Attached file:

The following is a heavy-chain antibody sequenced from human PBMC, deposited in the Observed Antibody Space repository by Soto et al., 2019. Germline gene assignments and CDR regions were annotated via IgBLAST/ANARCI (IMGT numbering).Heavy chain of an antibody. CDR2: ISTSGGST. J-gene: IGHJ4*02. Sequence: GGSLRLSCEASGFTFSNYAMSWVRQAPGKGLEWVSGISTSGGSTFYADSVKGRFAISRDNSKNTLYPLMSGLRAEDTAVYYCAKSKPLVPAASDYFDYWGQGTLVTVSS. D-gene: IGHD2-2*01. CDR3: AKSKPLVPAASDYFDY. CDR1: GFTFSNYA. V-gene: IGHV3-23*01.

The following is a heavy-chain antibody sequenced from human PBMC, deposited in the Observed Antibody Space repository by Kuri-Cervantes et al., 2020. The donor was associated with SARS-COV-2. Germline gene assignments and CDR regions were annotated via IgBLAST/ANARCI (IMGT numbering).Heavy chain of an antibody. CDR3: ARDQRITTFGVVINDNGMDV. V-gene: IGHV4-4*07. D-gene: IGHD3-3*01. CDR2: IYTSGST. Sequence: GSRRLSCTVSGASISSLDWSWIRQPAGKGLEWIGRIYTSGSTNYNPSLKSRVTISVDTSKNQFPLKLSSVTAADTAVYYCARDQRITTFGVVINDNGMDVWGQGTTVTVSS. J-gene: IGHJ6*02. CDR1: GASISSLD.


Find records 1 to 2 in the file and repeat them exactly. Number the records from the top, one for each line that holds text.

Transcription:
The following is a heavy-chain antibody sequenced from human PBMC, deposited in the Observed Antibody Space repository by Soto et al., 2019. Germline gene assignments and CDR regions were annotated via IgBLAST/ANARCI (IMGT numbering).Heavy chain of an antibody. CDR2: ISTSGGST. J-gene: IGHJ4*02. Sequence: GGSLRLSCEASGFTFSNYAMSWVRQAPGKGLEWVSGISTSGGSTFYADSVKGRFAISRDNSKNTLYPLMSGLRAEDTAVYYCAKSKPLVPAASDYFDYWGQGTLVTVSS. D-gene: IGHD2-2*01. CDR3: AKSKPLVPAASDYFDY. CDR1: GFTFSNYA. V-gene: IGHV3-23*01.

The following is a heavy-chain antibody sequenced from human PBMC, deposited in the Observed Antibody Space repository by Kuri-Cervantes et al., 2020. The donor was associated with SARS-COV-2. Germline gene assignments and CDR regions were annotated via IgBLAST/ANARCI (IMGT numbering).Heavy chain of an antibody. CDR3: ARDQRITTFGVVINDNGMDV. V-gene: IGHV4-4*07. D-gene: IGHD3-3*01. CDR2: IYTSGST. Sequence: GSRRLSCTVSGASISSLDWSWIRQPAGKGLEWIGRIYTSGSTNYNPSLKSRVTISVDTSKNQFPLKLSSVTAADTAVYYCARDQRITTFGVVINDNGMDVWGQGTTVTVSS. J-gene: IGHJ6*02. CDR1: GASISSLD.